As a fan of romance novels (and a former devotee of soap operas), I am willing to put up with quite a bit of angst, WTFery, and cliches. Really, I am. But every now and then something tips the scales. Faults I might normally forgive instead leave me punching the book in anger. (I don’t throw books because that would mean I’d have to get up and retrieve them, which is far too much work to put in.) Chasing Perfect was a book-punching book for me.
Charity moves to Fool’s Gold, CA to become the town’s new city planner in the wake of a relationship gone wrong when a background check revealed her boyfriend was engaged to another woman. Charity feels she’s inherited her mother’s terrible taste in men and wants nothing more than to settle down and make a home in one place, after a childhood of moving around constantly. So she decides she needs a nice, normal man in her life because that’s what she wants– a boring, ordinary life. Instead, she meets and falls for Josh Golden, a former Tour de France winner and ex-husband of Angelique, the gorgeous movie star. Josh is NOT a regular guy, like Charity wants. He’s famous and has girls begging to get in his bed. But Josh does have demons of his own. His protege died during a race ten years ago and Josh faces overwhelming guilt and anxiety about racing.
Josh decides he needs to face his fears head-on, to prove to himself that he’s not a quitter (or something). So he enters a charity bike race being held in town. Charity thinks this means he wants to return to the racing circuit and that he wants the life of fame again– including all the bike-groupie sex. Their massive miscommunication comes to a head when Charity ends up oops-pregnant and Josh takes off without explanation, only a promise that he’ll be there for Charity and the baby. They, of course, make up when they actually communicate their wants/needs to one another and everybody gets a happily ever after.
What I couldn’t bear about this book was that the big stumbling block in this relationship was the lack of communication. Charity makes these ridiculous assumptions about what Josh wants out of life and instead of confronting him or communicating with him (despite the fact her friends keep telling her he’s not a mind-reader), she just decides he can’t be the man she wants him to be and writes him off. Then again, Josh seems to know what’s bugging Charity, but refuses to tell her what’s actually is motivating him to enter the bike race. I know this is the stuff of romance novel cliche, but I just couldn’t believe these two were in love when they couldn’t even communicate with or trust one another.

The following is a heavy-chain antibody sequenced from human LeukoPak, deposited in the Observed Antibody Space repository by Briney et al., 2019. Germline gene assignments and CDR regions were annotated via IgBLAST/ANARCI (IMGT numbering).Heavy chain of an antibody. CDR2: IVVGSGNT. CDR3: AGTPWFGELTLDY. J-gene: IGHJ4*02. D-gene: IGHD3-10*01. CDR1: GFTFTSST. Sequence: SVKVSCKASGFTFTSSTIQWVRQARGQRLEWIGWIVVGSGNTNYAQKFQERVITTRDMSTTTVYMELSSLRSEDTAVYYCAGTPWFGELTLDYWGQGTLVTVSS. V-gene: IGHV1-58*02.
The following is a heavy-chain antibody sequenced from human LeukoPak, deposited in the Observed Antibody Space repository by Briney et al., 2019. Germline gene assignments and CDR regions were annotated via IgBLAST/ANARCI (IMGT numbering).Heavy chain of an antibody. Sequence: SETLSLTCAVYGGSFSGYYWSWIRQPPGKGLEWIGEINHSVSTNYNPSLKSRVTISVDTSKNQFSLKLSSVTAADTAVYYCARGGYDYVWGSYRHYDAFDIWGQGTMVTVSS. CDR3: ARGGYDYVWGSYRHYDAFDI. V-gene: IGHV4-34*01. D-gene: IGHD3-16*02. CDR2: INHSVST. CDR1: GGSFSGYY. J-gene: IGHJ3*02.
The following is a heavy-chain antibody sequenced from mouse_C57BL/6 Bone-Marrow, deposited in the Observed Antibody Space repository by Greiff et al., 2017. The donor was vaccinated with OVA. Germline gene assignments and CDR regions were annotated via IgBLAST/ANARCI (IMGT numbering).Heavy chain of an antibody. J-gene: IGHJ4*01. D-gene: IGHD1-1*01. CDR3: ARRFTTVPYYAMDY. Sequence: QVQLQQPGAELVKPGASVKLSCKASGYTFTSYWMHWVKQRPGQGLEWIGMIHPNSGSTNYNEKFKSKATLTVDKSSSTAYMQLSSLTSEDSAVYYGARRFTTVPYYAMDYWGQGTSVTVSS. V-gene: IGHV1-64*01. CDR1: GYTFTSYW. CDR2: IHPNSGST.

Charity is also an incredibly inconsistent character. Within the course of two pages, she goes from being overly-trusting (the regular guy she dated, but had no chemistry with turns out to be a criminal) to being slow-to-trust (explaining why she doesn’t trust Josh to do the right thing about the baby).
And then I had an issue with how Josh’s emotional problems were presented. His anxiety surrounding racing sounded a lot like PTSD or at the very least panic attacks, but he is able to simply solve his ten-year-long emotional problems by toughing it out, refusing to seek psychological treatment because that is the “weak” thing to do. I disagree with the idea that mental illnesses (like PTSD or anxiety disorders) can or should be solved through “toughing it out.” Seeking appropriate treatment for mental illness is a difficult enough step without it being stigmatized as “weak” and “unmanly” in pop culture.
What I did like about this book was the setting. Fool’s Gold is one of those small towns filled with interesting characters (like the bartender with a mysterious past and warring hairdressing sisters) and secrets and yet everybody knows everything about everyone else. Also, there is a somewhat hilarious “problem” facing Fool’s Gold: a man shortage. This leads to some funny conversations for Charity and will set up some interesting scenarios in future books, I am sure (this is the first in a series).
But while I liked setting, the main characters and plot felt overly cliched to the point that this was more frustrating to read than anything. I wasn’t invested in the characters’ love story and that’s really the whole point of a romance novel. Plain and simple, Chasing Perfect was far from perfect for me.